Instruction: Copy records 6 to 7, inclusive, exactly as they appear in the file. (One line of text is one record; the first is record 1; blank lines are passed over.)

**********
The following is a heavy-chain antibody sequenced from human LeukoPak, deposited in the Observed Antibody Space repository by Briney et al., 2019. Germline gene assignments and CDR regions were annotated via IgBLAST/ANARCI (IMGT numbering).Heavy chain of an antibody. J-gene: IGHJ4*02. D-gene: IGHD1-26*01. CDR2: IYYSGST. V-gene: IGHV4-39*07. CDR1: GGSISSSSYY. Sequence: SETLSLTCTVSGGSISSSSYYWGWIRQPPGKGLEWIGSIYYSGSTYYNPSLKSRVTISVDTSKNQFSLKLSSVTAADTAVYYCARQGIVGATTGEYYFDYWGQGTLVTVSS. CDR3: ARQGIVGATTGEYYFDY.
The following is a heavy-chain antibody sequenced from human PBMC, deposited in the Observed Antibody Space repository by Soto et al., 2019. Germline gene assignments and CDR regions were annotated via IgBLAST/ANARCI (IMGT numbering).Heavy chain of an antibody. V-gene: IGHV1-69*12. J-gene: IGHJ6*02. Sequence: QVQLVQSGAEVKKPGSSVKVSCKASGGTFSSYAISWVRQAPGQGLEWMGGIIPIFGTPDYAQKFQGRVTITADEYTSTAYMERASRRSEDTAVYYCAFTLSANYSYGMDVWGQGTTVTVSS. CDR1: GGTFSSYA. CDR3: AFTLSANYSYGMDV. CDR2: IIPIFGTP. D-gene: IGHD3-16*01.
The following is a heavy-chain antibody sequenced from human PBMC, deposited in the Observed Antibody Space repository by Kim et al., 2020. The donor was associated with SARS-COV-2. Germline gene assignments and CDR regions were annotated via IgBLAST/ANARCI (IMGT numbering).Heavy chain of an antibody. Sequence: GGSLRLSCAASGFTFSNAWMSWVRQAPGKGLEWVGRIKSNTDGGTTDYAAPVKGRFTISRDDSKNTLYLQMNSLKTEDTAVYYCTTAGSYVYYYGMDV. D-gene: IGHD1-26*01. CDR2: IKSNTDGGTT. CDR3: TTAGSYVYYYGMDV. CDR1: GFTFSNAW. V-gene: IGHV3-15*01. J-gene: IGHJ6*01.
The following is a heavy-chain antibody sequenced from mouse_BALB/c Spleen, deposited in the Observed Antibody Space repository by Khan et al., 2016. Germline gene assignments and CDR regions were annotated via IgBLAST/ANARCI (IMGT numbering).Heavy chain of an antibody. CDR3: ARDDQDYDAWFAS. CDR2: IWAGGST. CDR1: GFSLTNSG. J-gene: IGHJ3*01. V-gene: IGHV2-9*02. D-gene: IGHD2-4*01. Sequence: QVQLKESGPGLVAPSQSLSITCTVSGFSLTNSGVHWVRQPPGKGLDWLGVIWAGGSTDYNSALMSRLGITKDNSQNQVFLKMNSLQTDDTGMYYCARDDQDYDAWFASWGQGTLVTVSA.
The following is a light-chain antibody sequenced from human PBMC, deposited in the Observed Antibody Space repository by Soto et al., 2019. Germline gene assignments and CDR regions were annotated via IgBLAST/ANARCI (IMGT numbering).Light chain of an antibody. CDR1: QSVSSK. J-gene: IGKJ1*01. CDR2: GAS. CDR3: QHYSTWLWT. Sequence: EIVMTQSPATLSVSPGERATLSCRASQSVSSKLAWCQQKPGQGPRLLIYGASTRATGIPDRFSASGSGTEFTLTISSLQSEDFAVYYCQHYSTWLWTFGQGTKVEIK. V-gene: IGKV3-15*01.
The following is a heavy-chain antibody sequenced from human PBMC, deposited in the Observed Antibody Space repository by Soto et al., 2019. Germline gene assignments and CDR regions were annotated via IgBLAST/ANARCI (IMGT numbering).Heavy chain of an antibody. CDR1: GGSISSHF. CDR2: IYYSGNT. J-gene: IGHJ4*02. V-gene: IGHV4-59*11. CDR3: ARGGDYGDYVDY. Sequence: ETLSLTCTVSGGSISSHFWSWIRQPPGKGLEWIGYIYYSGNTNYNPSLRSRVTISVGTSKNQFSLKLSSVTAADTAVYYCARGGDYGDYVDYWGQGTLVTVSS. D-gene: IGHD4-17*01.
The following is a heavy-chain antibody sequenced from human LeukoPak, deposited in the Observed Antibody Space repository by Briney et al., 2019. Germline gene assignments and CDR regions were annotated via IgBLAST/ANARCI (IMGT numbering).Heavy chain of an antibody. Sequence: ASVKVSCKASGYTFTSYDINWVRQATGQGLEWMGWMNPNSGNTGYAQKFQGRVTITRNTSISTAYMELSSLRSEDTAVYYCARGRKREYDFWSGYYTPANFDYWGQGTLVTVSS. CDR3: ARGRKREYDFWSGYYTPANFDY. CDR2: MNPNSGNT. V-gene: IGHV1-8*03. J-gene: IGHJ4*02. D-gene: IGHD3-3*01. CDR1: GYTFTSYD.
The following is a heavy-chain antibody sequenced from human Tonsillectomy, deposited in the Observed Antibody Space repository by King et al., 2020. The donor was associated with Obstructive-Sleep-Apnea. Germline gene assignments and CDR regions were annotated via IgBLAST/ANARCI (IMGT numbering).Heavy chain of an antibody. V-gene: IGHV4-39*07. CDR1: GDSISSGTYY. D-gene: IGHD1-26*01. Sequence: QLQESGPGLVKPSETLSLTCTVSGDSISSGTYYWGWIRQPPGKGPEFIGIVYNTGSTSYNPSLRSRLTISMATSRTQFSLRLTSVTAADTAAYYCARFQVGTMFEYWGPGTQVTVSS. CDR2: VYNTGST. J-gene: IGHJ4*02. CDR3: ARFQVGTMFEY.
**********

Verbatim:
The following is a heavy-chain antibody sequenced from human PBMC, deposited in the Observed Antibody Space repository by Soto et al., 2019. Germline gene assignments and CDR regions were annotated via IgBLAST/ANARCI (IMGT numbering).Heavy chain of an antibody. CDR1: GGSISSHF. CDR2: IYYSGNT. J-gene: IGHJ4*02. V-gene: IGHV4-59*11. CDR3: ARGGDYGDYVDY. Sequence: ETLSLTCTVSGGSISSHFWSWIRQPPGKGLEWIGYIYYSGNTNYNPSLRSRVTISVGTSKNQFSLKLSSVTAADTAVYYCARGGDYGDYVDYWGQGTLVTVSS. D-gene: IGHD4-17*01.
The following is a heavy-chain antibody sequenced from human LeukoPak, deposited in the Observed Antibody Space repository by Briney et al., 2019. Germline gene assignments and CDR regions were annotated via IgBLAST/ANARCI (IMGT numbering).Heavy chain of an antibody. Sequence: ASVKVSCKASGYTFTSYDINWVRQATGQGLEWMGWMNPNSGNTGYAQKFQGRVTITRNTSISTAYMELSSLRSEDTAVYYCARGRKREYDFWSGYYTPANFDYWGQGTLVTVSS. CDR3: ARGRKREYDFWSGYYTPANFDY. CDR2: MNPNSGNT. V-gene: IGHV1-8*03. J-gene: IGHJ4*02. D-gene: IGHD3-3*01. CDR1: GYTFTSYD.